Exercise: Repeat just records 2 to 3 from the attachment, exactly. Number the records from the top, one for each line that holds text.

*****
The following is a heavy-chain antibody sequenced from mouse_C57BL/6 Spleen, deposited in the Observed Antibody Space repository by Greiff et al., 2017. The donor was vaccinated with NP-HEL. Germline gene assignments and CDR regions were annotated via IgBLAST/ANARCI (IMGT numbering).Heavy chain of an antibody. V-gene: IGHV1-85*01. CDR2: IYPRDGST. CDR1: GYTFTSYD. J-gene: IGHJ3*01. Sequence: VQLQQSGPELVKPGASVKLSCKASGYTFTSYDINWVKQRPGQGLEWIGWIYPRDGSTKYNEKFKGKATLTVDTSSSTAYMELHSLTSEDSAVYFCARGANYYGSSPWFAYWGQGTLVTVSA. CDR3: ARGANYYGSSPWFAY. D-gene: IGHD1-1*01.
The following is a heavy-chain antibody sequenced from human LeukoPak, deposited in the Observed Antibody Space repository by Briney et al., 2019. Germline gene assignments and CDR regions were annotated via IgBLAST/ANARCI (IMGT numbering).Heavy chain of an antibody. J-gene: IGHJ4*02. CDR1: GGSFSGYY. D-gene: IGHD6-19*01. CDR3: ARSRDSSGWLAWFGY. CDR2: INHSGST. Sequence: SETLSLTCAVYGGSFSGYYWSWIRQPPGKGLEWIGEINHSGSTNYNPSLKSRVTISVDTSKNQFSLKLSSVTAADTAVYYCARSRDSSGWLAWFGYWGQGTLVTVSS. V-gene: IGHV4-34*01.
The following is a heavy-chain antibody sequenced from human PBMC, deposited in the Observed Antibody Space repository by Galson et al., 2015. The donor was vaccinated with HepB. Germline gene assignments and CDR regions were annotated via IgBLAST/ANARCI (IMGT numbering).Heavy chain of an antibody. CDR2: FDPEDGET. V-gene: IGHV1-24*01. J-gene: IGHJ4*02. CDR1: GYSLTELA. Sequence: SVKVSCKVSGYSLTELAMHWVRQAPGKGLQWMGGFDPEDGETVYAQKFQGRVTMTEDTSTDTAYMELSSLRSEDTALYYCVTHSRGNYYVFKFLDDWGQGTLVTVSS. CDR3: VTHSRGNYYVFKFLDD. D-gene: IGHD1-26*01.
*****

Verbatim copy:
The following is a heavy-chain antibody sequenced from human LeukoPak, deposited in the Observed Antibody Space repository by Briney et al., 2019. Germline gene assignments and CDR regions were annotated via IgBLAST/ANARCI (IMGT numbering).Heavy chain of an antibody. J-gene: IGHJ4*02. CDR1: GGSFSGYY. D-gene: IGHD6-19*01. CDR3: ARSRDSSGWLAWFGY. CDR2: INHSGST. Sequence: SETLSLTCAVYGGSFSGYYWSWIRQPPGKGLEWIGEINHSGSTNYNPSLKSRVTISVDTSKNQFSLKLSSVTAADTAVYYCARSRDSSGWLAWFGYWGQGTLVTVSS. V-gene: IGHV4-34*01.
The following is a heavy-chain antibody sequenced from human PBMC, deposited in the Observed Antibody Space repository by Galson et al., 2015. The donor was vaccinated with HepB. Germline gene assignments and CDR regions were annotated via IgBLAST/ANARCI (IMGT numbering).Heavy chain of an antibody. CDR2: FDPEDGET. V-gene: IGHV1-24*01. J-gene: IGHJ4*02. CDR1: GYSLTELA. Sequence: SVKVSCKVSGYSLTELAMHWVRQAPGKGLQWMGGFDPEDGETVYAQKFQGRVTMTEDTSTDTAYMELSSLRSEDTALYYCVTHSRGNYYVFKFLDDWGQGTLVTVSS. CDR3: VTHSRGNYYVFKFLDD. D-gene: IGHD1-26*01.